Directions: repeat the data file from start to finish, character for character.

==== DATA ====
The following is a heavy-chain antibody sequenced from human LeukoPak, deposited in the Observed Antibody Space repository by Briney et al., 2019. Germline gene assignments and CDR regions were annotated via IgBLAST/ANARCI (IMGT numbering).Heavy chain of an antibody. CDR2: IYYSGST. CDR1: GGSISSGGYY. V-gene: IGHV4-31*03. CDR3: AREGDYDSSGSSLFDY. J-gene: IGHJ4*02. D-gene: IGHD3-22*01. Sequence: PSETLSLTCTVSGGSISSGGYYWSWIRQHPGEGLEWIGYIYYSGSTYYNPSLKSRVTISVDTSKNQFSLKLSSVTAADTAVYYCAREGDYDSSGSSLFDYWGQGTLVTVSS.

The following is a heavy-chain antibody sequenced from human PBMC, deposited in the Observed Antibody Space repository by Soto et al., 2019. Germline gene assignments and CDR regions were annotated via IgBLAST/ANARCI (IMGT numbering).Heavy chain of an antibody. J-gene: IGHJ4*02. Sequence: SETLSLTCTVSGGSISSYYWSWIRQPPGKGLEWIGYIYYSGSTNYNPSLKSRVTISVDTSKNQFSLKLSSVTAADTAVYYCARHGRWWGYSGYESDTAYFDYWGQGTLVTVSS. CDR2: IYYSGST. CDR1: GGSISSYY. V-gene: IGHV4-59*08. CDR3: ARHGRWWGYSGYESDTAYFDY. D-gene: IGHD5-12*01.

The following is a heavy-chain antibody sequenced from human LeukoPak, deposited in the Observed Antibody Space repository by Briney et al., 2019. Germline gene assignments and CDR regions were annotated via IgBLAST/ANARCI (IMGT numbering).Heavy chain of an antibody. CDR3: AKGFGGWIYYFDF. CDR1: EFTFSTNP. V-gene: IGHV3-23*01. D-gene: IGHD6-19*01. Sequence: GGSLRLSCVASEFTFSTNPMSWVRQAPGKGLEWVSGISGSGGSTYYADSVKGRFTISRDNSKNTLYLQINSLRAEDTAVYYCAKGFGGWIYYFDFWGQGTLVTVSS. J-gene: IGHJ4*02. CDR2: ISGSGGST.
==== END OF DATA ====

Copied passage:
The following is a heavy-chain antibody sequenced from human LeukoPak, deposited in the Observed Antibody Space repository by Briney et al., 2019. Germline gene assignments and CDR regions were annotated via IgBLAST/ANARCI (IMGT numbering).Heavy chain of an antibody. CDR2: IYYSGST. CDR1: GGSISSGGYY. V-gene: IGHV4-31*03. CDR3: AREGDYDSSGSSLFDY. J-gene: IGHJ4*02. D-gene: IGHD3-22*01. Sequence: PSETLSLTCTVSGGSISSGGYYWSWIRQHPGEGLEWIGYIYYSGSTYYNPSLKSRVTISVDTSKNQFSLKLSSVTAADTAVYYCAREGDYDSSGSSLFDYWGQGTLVTVSS.

The following is a heavy-chain antibody sequenced from human PBMC, deposited in the Observed Antibody Space repository by Soto et al., 2019. Germline gene assignments and CDR regions were annotated via IgBLAST/ANARCI (IMGT numbering).Heavy chain of an antibody. J-gene: IGHJ4*02. Sequence: SETLSLTCTVSGGSISSYYWSWIRQPPGKGLEWIGYIYYSGSTNYNPSLKSRVTISVDTSKNQFSLKLSSVTAADTAVYYCARHGRWWGYSGYESDTAYFDYWGQGTLVTVSS. CDR2: IYYSGST. CDR1: GGSISSYY. V-gene: IGHV4-59*08. CDR3: ARHGRWWGYSGYESDTAYFDY. D-gene: IGHD5-12*01.

The following is a heavy-chain antibody sequenced from human LeukoPak, deposited in the Observed Antibody Space repository by Briney et al., 2019. Germline gene assignments and CDR regions were annotated via IgBLAST/ANARCI (IMGT numbering).Heavy chain of an antibody. CDR3: AKGFGGWIYYFDF. CDR1: EFTFSTNP. V-gene: IGHV3-23*01. D-gene: IGHD6-19*01. Sequence: GGSLRLSCVASEFTFSTNPMSWVRQAPGKGLEWVSGISGSGGSTYYADSVKGRFTISRDNSKNTLYLQINSLRAEDTAVYYCAKGFGGWIYYFDFWGQGTLVTVSS. J-gene: IGHJ4*02. CDR2: ISGSGGST.